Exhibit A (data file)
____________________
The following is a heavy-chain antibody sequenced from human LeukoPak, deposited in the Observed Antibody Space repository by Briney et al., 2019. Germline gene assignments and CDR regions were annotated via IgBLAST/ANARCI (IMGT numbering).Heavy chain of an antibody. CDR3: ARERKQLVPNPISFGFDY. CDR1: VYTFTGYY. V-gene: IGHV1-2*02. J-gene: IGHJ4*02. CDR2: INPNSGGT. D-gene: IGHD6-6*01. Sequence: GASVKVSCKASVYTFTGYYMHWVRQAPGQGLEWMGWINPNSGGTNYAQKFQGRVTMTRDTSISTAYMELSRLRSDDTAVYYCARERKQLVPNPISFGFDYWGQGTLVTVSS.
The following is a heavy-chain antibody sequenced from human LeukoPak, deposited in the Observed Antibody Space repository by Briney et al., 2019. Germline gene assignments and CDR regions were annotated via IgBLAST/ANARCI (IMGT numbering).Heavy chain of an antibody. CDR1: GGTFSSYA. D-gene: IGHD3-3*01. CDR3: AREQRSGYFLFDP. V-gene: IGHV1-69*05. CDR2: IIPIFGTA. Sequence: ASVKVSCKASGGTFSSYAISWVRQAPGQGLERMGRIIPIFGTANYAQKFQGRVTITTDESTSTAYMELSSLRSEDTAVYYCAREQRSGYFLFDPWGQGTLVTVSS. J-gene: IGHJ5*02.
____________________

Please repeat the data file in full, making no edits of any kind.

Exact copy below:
The following is a heavy-chain antibody sequenced from human LeukoPak, deposited in the Observed Antibody Space repository by Briney et al., 2019. Germline gene assignments and CDR regions were annotated via IgBLAST/ANARCI (IMGT numbering).Heavy chain of an antibody. CDR3: ARERKQLVPNPISFGFDY. CDR1: VYTFTGYY. V-gene: IGHV1-2*02. J-gene: IGHJ4*02. CDR2: INPNSGGT. D-gene: IGHD6-6*01. Sequence: GASVKVSCKASVYTFTGYYMHWVRQAPGQGLEWMGWINPNSGGTNYAQKFQGRVTMTRDTSISTAYMELSRLRSDDTAVYYCARERKQLVPNPISFGFDYWGQGTLVTVSS.
The following is a heavy-chain antibody sequenced from human LeukoPak, deposited in the Observed Antibody Space repository by Briney et al., 2019. Germline gene assignments and CDR regions were annotated via IgBLAST/ANARCI (IMGT numbering).Heavy chain of an antibody. CDR1: GGTFSSYA. D-gene: IGHD3-3*01. CDR3: AREQRSGYFLFDP. V-gene: IGHV1-69*05. CDR2: IIPIFGTA. Sequence: ASVKVSCKASGGTFSSYAISWVRQAPGQGLERMGRIIPIFGTANYAQKFQGRVTITTDESTSTAYMELSSLRSEDTAVYYCAREQRSGYFLFDPWGQGTLVTVSS. J-gene: IGHJ5*02.